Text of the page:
The Fay W. Boozman College of Public Health includes the shared missions of:
- Meeting the public health workforce needs for the future and
- Demonstrating how public health approaches can address the health needs of Arkansans via model community programs.
Pilot sites for teaching and learning also serve as innovative laboratories for new and creative approaches to old problems. Students learn, with the expert aid of local citizens, schools, hospitals, and faith groups about community-based health improvement.
As with other UAMS colleges, the standards of teaching and learning are high and the resources for academic and social life are excellent. College faculty members are engaged in cutting-edge health research in numerous areas of societal concerns and students are welcome as members of most investigative teams.
The Fay W. Boozman College of Public Health was established in 2001 by public referendum under voter-initiated Act 1 of 2000 Arkansas Tobacco Settlement Proceeds Act, otherwise known as Act 1 of 2000. Arkansans recognized that the state consistently ranked among the unhealthiest in the nation, as well as the need to address health promotion and disease prevention. By an overwhelming majority (64% of popular vote; majority vote in 73 of 75 counties), the electorate and legislature approved Act 1 of 2000. The act mandates that all funds received by Arkansas under the Tobacco Master Settlement Agreement are used for health-related programs, especially those that are prevention-oriented including establishing a college of public health at UAMS. There were no schools or programs of public health in Arkansas at the time. The college has developed at a rapid pace since its establishment in July 2001. This rapid development enabled it to achieve what was then known as pre-accreditation status by the Council on Education for Public Health in May 2004. The college was fully reaccredited in June 2007 and again in October 2014.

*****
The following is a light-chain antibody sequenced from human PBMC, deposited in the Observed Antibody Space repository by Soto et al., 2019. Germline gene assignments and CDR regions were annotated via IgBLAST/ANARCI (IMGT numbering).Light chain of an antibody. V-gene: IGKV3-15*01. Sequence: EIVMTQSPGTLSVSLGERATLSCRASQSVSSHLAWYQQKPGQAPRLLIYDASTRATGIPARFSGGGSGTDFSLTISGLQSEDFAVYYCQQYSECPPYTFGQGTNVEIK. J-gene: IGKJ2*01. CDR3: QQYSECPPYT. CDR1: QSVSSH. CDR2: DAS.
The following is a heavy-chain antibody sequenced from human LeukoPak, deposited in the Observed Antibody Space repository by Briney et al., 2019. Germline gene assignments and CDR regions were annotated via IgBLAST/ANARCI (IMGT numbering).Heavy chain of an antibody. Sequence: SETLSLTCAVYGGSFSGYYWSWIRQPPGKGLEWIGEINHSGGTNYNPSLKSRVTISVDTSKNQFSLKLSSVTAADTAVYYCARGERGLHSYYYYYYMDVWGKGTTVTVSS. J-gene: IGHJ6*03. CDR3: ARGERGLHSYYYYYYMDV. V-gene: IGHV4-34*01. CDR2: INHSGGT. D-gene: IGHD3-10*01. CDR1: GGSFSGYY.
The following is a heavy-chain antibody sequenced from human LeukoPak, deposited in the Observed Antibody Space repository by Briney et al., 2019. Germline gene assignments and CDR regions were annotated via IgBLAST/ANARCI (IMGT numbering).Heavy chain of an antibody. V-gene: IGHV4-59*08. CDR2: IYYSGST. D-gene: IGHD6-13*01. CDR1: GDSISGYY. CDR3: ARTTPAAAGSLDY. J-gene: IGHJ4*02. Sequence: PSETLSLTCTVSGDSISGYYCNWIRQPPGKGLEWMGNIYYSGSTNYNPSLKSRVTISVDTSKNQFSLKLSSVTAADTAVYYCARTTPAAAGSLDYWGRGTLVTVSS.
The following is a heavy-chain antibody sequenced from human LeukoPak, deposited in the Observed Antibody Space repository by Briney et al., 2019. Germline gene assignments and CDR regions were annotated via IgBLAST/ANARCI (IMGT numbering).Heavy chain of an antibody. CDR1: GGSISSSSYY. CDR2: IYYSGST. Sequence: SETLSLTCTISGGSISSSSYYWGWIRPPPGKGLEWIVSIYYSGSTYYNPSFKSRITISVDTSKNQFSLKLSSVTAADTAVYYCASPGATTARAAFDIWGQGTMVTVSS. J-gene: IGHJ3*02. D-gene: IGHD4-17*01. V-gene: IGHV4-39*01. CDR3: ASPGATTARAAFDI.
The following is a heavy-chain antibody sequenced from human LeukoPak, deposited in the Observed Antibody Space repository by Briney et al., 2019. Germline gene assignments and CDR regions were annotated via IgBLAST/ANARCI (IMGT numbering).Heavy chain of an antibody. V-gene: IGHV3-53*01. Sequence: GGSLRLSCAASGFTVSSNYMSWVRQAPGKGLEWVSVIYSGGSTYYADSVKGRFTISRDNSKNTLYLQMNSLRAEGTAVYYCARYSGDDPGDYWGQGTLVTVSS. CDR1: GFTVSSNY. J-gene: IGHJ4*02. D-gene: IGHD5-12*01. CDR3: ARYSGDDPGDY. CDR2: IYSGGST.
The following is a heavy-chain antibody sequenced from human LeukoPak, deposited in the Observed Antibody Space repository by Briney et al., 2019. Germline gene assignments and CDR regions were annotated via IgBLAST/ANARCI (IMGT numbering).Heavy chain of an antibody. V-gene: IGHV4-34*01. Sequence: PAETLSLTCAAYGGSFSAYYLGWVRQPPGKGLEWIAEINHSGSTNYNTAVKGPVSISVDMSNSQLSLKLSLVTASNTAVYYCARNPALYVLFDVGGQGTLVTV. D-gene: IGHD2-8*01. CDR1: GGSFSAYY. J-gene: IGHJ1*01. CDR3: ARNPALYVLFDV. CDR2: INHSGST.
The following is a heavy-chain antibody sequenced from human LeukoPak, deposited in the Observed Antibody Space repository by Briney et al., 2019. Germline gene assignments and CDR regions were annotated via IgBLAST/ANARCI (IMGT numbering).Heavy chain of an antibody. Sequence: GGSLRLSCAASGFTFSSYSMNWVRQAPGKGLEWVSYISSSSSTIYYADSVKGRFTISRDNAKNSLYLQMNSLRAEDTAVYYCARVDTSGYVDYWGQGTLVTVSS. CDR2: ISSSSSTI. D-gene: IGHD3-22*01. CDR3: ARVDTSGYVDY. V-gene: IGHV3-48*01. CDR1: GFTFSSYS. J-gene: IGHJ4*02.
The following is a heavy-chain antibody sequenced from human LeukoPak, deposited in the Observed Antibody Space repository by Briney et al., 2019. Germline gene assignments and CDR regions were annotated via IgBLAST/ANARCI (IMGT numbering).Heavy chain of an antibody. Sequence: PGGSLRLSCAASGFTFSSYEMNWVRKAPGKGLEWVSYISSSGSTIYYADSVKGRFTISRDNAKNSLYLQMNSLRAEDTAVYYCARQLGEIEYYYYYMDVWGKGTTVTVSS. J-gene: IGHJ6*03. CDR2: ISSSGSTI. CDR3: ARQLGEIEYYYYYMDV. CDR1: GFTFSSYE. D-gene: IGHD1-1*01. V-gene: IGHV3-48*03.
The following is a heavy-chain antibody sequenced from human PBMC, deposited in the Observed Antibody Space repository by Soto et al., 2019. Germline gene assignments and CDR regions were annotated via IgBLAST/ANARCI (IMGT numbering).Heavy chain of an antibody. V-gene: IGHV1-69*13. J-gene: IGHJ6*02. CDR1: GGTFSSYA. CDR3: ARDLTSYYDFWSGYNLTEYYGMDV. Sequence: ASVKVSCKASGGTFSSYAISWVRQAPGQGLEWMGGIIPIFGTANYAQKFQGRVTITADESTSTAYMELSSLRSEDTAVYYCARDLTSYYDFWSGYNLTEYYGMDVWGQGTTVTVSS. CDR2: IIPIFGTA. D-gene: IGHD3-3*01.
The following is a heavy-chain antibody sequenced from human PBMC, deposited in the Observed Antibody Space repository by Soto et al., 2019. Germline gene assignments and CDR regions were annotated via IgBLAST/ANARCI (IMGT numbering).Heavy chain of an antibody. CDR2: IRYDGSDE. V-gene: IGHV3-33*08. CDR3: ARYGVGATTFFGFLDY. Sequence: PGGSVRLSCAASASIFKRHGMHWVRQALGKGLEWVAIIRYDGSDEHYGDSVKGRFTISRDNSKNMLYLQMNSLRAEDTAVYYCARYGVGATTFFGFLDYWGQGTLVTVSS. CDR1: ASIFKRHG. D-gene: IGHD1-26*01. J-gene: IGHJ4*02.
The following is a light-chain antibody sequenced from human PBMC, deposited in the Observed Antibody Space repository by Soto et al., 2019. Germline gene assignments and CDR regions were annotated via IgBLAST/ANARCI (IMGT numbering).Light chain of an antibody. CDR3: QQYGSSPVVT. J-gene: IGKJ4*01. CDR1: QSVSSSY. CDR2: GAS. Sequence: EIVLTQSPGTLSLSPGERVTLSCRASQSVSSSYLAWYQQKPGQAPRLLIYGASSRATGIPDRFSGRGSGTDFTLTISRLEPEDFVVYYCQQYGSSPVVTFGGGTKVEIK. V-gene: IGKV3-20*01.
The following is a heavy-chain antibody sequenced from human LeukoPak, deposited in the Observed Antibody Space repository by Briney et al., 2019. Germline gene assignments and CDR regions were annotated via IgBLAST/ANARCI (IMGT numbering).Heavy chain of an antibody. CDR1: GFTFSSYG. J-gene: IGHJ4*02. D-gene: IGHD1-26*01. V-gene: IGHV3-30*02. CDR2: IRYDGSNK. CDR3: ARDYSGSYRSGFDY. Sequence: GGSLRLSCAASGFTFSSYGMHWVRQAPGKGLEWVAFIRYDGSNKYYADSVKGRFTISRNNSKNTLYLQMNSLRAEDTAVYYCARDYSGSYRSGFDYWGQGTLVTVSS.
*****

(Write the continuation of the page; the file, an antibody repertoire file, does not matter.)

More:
In April 2005, the college was renamed to honor Fay W. Boozman, MD, MPH, the Arkansas State Health Officer from 1998 until his sudden death in March 2005. Dr. Boozman was a strong advocate for Act 1 of 2000 and, in particular, for including the college to be included in the act. He was a significant leader in fostering the collaborative relationship that continues to grow and develop between the college and the Arkansas Department of Health